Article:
One day there were all these places – theaters, restaurants, neighborhoods – that before, we couldn’t go here, we couldn’t go there, couldn’t do this or that, then the next day, no problem, more or less. So I talked about those kinds of things with a lot of my interview subjects, especially the Houston guys, and those conversations brought back a lot of memories for me.

An example: I had always gone to segregated schools, elementary and high school, and graduated in the spring of 1967. Then, in the fall of that year, black and white schools played against each other for the first time. So, when I went back for homecoming it had a totally different feel. We were playing at a different stadium and against a white team!

10 Oct

School Library Journal weighs in (twice!) on Book or Bell?

One favorable writeup from School Library Journal would be a welcome thing for a soon-to-be-published book such as Book or Bell?, my upcoming (as in “due one week from today”) collaboration with Ashley Spires. So you can imagine how happy I am to see two such notices in SLJ.

First, there’s SLJ’s official review:

Designed to appeal to any child dreaming of the perfect read and a bit of control over their surrounding environment, this offering features plenty of action with a satisfying ending. A suggested general purchase for all libraries.

And while I love seeing the review quote my phrasing “mega-giga-decibel monstrosity illegal in seventeen states,” I especially love the reviewer’s description of the pivotal moment in the story as being the one when a boy’s teacher “discovers the call to his heart — a personal interest that builds and then surpasses his favorite book about bicycles.”

Then there’s the magazine’s roundup, Smiles of Bibliophiles: Celebrating Books and Reading:

Ultimately, a “mega-giga-decibel monstrosity,” which is more deafening than “the Daytona 500, a squadron of Blue Angels, and an army of door-to-door jackhammer sellers,” has a vibration strong enough to “jitter” and “jutter” clothing off individuals and fling backpacks “willy-nilly,” but leaves Henry unscathed and still reading. … Told with uproarious humor and illustrated with energetic, detail packed illustrations featuring a multicultural cast, Chris Barton and Ashley Spires’s Book or Bell? (Bloomsbury, Oct. 2017; K-Gr 4) will entertain youngsters while celebrating the intoxicating contentment of connecting with that perfect book.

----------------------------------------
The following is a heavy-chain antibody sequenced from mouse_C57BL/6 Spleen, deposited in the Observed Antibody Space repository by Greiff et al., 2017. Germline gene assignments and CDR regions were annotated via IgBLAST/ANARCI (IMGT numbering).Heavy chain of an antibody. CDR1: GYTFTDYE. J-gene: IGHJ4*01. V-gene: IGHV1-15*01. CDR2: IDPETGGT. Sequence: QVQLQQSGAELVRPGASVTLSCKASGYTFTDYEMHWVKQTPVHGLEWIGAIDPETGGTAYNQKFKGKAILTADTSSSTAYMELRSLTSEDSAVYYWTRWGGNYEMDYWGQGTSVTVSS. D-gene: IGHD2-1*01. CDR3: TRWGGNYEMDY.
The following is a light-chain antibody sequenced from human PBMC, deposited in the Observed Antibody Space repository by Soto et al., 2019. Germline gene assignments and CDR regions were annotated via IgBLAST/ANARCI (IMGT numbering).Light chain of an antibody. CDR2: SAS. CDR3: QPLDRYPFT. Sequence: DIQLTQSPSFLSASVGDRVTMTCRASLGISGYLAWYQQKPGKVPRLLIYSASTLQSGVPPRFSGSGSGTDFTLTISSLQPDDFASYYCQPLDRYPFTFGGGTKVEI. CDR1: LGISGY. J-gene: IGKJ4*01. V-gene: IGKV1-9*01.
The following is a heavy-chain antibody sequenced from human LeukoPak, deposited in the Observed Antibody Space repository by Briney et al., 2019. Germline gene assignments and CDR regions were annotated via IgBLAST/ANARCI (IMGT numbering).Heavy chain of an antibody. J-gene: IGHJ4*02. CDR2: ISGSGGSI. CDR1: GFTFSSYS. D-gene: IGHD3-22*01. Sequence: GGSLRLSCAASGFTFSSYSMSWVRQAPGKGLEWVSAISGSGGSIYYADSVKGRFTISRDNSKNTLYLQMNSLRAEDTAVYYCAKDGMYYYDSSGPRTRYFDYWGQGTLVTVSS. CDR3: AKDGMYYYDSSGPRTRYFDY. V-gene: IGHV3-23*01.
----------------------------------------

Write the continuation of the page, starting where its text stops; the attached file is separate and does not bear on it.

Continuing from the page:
If Henry’s love of his bike book is anything compared to my appreciation of SLJ right about now, then no wonder he doesn’t want to stop reading.

04 Oct

Come see me (if you can) at Houston’s Blue Willow Bookshop

Dazzle Ships: World War I and the Art of Confusion and I will be at Houston’s Blue Willow Bookshop next Tuesday, October 10, and we should be at least as easy to spot at the three (count ’em!) cats in this sample of Victo Ngai’s art from the book:

From Dazzle Ships, published by Lerner Publishing/Millbrook Press

I look forward to seeing you there. Unless you’re camouflaged.

28 Sep

Big news for the illustrations (and illustrator) of Dazzle Ships

I’ve seen speculation here and there about Victo Ngai’s art for our book Dazzle Ships being in the running for a certain award, but there’s one prize that her illustrations have already won:

The Dilys Evans Founder’s Award, named after The Original Art founder, celebrates the most promising new talent in children’s book illustration. The jury has selected Victo Ngai’s Dazzle Ships: World War I and the Art of Confusion (Lerner Publishing Group/ Millbrook Press).

The award comes from the Society of Illustrators, whose Museum of Illustration in New York City will feature Victo’s art in for Dazzle Ships its annual Original Art exhibit from November 1 through December 23.

Congratulations, Victo!

21 Sep

Get up, get out, get writing

On the occasion of the upcoming publication of Book or Bell? (illustrated by Ashley Spires and published by Bloomsbury Children’s Books), I’ve got a new guest post over at Mackin Books in Bloom about the intersection of physical activity and creative work.

Go have a look, will you? Here’s some of what I have to say:

The ending of Book or Bell? is a bit of a nod to one of my favorite pieces of writing advice: get outside and get active. Many story ideas have come to me while I’m walking or jogging through my neighborhood. They come from things I observe with my eyes, things I overhear (a good argument for leaving the earbuds at home), interactions with people I encounter, and random thoughts that occur to me while I’m on the move. Educators, if you ever need to point to someone to illustrate the benefits of recess, I’m your guy.